Repealing the Second Amendment

A Civil War reenactor poses with his musket on the eve of the anniversary of the First Battle of Bull Run in Manassas

The Second Amendment to the Constitution of the United States is no more relevant today than was the 18th Amendment of 1919, which was repealed in 1932.

The Second Amendment reads: “A well regulated Militia, being necessary to the security of the free State, the right of the people to keep and bear Arms shall not be infringed.

It bases its very purpose, as the Supreme Court has concluded, on the need for a militia. It was good for that time in the late1770s when we had just recently fought ourselves out from under the heavy boot of England’s tyrannical King George, and feared there might be a return to that form of government again.

In the almost 300 years of our existence as a country, we have had no such need of a militia. This amendment is used as an excuse to “bear and keep'” the most atrocious people-killer guns as thousands of people now rush to buy automatic weapons after a Bushmaster killed 26 people in a few seconds in Connecticut in December 2012.

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In two cases, The Supreme Court (Washington, D.C., vs. Heller, 2008, and The United States vs. Miller, 1939) had the opportunity to define which guns were protected by the amendment, but the court did not do so, leaving our country with its present horrendous controversy.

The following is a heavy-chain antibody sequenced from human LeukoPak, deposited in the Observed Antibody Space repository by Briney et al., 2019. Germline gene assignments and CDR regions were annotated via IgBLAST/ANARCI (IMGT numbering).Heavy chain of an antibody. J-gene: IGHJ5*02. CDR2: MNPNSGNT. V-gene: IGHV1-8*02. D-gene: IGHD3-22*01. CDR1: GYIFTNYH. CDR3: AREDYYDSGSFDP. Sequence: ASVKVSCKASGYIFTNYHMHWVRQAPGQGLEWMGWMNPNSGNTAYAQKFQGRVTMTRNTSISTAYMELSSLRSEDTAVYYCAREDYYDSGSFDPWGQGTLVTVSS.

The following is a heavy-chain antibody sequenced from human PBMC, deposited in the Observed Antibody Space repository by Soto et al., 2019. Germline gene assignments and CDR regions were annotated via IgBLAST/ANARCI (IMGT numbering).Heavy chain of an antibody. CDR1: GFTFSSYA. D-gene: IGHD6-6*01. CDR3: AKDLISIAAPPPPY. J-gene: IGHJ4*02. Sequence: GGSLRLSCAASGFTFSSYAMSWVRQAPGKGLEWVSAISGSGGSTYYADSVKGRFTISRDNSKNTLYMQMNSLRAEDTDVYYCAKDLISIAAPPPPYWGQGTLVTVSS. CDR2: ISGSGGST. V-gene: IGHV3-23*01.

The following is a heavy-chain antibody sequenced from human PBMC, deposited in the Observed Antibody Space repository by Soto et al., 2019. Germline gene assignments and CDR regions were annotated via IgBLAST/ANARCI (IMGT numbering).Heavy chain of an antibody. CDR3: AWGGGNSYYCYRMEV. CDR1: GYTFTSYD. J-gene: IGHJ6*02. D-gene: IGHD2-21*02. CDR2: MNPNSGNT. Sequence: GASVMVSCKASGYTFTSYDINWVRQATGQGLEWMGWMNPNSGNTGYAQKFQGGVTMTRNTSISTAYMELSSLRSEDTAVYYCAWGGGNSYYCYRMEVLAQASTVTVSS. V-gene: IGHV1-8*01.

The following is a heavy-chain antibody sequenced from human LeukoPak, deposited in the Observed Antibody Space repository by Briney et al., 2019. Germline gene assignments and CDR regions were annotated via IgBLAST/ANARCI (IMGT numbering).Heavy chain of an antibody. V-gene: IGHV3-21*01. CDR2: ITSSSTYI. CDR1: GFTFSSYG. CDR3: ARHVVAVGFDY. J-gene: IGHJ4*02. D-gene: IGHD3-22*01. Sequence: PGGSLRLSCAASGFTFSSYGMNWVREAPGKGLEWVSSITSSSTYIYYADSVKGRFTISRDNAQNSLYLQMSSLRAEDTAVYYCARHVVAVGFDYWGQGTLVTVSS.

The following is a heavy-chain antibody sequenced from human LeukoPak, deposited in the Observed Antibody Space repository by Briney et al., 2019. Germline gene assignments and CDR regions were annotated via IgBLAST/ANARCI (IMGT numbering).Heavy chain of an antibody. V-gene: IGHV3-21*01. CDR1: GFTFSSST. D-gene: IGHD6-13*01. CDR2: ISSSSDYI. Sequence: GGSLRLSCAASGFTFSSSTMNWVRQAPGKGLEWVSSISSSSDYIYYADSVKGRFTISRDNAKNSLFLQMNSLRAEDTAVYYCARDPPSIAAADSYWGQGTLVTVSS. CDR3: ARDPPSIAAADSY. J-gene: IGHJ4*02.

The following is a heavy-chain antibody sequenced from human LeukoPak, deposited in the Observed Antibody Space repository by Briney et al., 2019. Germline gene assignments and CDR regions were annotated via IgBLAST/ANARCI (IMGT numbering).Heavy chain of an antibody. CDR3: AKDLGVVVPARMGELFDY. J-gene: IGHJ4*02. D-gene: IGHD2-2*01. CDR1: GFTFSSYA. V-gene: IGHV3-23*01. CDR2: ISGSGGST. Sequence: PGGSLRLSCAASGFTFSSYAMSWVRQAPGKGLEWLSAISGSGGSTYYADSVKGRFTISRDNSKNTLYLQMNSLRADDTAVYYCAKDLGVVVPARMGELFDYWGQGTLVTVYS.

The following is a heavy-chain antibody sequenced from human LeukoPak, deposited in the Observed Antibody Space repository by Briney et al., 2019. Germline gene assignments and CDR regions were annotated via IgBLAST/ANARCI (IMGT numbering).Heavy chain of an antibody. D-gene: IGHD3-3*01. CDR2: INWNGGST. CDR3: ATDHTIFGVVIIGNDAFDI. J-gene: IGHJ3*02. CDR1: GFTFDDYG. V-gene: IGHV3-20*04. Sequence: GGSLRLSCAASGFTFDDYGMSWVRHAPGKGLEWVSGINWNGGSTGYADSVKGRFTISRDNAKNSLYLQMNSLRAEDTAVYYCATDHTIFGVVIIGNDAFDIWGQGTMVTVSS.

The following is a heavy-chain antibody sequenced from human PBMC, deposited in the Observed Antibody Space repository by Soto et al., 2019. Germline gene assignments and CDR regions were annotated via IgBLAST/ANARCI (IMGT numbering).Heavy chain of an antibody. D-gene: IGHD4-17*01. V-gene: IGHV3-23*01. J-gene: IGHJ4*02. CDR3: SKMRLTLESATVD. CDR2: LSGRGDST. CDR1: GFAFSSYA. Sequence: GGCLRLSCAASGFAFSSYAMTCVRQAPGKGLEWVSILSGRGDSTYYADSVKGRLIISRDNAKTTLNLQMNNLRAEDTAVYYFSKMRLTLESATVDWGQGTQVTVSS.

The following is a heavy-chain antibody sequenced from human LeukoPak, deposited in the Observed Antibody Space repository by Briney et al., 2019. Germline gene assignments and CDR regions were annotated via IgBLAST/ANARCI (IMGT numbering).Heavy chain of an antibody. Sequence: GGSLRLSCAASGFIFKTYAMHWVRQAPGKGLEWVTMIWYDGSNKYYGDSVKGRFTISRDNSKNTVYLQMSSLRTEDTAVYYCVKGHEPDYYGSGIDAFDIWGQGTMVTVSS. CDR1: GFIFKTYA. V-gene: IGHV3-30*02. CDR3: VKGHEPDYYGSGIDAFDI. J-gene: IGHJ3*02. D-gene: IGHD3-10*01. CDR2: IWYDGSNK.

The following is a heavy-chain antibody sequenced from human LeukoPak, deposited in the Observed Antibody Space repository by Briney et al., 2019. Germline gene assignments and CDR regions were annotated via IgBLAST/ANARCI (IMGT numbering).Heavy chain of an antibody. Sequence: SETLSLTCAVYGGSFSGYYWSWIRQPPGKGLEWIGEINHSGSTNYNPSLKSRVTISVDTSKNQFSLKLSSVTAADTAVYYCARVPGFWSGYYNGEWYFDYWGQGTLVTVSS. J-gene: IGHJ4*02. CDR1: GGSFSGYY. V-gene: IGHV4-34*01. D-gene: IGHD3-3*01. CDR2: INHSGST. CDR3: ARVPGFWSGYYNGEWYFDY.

Heller was the first time in our history the Supreme Court struck down a gun control law, claiming the right to own a gun for self-defense, countering the Washington, D.C. ban on handguns.

The decision concluded that the Second Amendment “guarantees the individual right to possess and carry weapons in case of confrontation.”

However, the court stated that the Second Amendment only protects the right to own certain weapons, and that it “does not protect those weapons not typically possessed by law-abiding citizens for lawful purposes, such as short-barreled shotguns.”

The court also concluded that the “historical tradition of prohibiting the carrying of ‘dangerous and unusual weapons’ limits the right to keep and carry arms.”

Heller did not specify the type of weapons that qualified as “dangerous and unusual,” but the court stated it would be “startling for the Second Amendment to protect machine guns.”  Since Heller was decided, every circuit court to address the issue has held that there is no Second Amendment right to possess a machine gun. Yet the Supreme Court has not so held.

Congress defines “machine gun as any weapon which shoots, is designed to shoot, or can be readily restored to shoot, automatically more than one shot, without manual reloading by a single function of the trigger … The machine gun was first widely used during World War I when ‘it demonstrated its murderously effective firepower over and over again.’” (Thinkprogress Justice.)